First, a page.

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DOL Issues New Proposed Rule for Electronic Disclosures of Retirement Plan Notices

The Department of Labor (DOL) issued a proposed rule that, if finalized, would expand its existing guidance and liberalize rules for electronic disclosure of retirement plan notices under ERISA. The proposed rule, which sets forth a notice and access safe harbor, would permit electronic disclosure as the default method of delivery while permitting participants to opt out and continue to receive paper disclosures.


On October 22, 2019, the Department of Labor (DOL) issued a proposed rule that would expand its prior safe harbor guidance for electronic disclosures to allow posting of retirement plan disclosures on a designated website. The proposed rule, which the DOL refers to as the “notice and access” safe harbor, is intended to reflect modern internet technology while easing the administrative burden on plan sponsors. The proposed rule would not apply to notices for health and welfare benefit plans.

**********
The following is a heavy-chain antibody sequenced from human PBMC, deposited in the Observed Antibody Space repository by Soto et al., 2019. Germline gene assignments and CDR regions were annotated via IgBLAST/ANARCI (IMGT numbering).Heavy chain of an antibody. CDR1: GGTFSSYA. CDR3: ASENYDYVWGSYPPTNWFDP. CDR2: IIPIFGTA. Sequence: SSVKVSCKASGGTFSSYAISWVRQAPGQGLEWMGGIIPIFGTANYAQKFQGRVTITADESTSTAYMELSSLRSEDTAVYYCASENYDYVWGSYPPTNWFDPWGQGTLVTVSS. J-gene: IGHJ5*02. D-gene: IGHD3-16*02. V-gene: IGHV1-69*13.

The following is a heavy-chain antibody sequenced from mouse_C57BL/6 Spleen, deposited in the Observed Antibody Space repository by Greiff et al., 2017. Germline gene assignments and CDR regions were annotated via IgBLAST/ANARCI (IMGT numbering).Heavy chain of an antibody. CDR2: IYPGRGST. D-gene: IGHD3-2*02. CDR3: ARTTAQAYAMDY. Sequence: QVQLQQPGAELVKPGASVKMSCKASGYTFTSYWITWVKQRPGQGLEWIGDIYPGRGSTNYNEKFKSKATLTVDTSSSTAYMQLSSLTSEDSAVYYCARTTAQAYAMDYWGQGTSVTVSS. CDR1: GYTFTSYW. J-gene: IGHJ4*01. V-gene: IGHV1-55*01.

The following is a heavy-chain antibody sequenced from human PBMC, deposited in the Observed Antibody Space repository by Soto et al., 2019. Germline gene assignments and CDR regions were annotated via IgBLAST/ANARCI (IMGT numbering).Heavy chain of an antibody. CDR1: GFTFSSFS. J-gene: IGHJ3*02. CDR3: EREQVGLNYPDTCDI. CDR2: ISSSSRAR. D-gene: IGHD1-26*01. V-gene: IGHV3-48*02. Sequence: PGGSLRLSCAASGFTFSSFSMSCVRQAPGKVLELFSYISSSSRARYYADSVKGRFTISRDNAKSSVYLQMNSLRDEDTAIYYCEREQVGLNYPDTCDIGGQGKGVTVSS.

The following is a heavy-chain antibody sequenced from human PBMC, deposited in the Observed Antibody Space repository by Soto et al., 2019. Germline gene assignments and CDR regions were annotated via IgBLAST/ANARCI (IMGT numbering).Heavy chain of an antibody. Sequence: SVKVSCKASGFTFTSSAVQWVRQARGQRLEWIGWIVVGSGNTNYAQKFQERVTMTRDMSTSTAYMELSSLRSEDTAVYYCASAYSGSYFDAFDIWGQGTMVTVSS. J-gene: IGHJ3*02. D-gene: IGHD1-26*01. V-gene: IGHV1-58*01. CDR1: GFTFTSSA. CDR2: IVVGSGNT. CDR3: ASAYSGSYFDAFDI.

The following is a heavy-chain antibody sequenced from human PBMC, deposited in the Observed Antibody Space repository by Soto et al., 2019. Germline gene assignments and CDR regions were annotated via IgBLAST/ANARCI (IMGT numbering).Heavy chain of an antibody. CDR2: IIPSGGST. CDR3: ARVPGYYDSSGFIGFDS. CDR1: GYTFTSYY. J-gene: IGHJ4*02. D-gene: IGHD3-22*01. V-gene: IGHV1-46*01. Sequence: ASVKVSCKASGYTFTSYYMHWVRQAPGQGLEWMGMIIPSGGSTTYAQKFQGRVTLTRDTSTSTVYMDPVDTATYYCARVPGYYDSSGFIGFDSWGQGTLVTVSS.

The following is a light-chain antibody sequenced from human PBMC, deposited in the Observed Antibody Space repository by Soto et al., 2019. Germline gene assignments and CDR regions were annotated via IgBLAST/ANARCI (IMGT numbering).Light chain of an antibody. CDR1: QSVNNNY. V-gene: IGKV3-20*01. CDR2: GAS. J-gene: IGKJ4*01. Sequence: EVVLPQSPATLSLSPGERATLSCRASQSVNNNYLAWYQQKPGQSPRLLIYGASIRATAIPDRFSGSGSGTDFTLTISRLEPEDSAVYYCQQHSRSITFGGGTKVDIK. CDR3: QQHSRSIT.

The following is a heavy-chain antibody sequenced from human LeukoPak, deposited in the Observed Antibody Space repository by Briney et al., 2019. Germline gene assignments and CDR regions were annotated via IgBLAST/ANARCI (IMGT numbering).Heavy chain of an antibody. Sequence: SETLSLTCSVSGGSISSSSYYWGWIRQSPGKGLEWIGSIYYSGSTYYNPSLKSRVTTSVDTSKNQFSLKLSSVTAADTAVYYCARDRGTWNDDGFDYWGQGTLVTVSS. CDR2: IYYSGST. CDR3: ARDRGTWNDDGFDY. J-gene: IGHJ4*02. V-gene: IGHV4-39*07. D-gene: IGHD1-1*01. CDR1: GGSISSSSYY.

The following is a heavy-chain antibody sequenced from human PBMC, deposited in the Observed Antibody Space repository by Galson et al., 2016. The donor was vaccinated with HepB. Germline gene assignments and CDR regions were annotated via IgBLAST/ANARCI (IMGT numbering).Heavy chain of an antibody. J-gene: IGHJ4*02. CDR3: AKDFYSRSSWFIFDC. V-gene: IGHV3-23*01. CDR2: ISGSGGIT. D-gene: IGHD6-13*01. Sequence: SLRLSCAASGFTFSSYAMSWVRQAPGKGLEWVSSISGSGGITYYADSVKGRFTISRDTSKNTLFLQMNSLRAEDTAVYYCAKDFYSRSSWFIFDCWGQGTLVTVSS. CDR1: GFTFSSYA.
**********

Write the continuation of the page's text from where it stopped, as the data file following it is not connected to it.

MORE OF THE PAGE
Under ERISA, plan administrators must use delivery methods for required disclosures that are reasonably calculated to ensure actual receipt of information by participants, beneficiaries, and other individuals. The DOL has previously issued rules and guidance regarding electronic delivery of disclosures required under Title I of ERISA, including, for example, summary plan descriptions (SPDs), summaries of material modifications (SMMs) and summary annual reports (SARs), as well as Section 404(c) disclosures for participant-directed individual accounts, qualified default investment alternative (QDIA) notices, disclosures regarding investment advice and blackout notices. Under current DOL rules, acceptable delivery methods include hand delivery, first-class mail or electronic delivery under a 2002 safe harbor for participants who have access to electronic media at work, or participants who affirmatively consent to receive electronic documentation.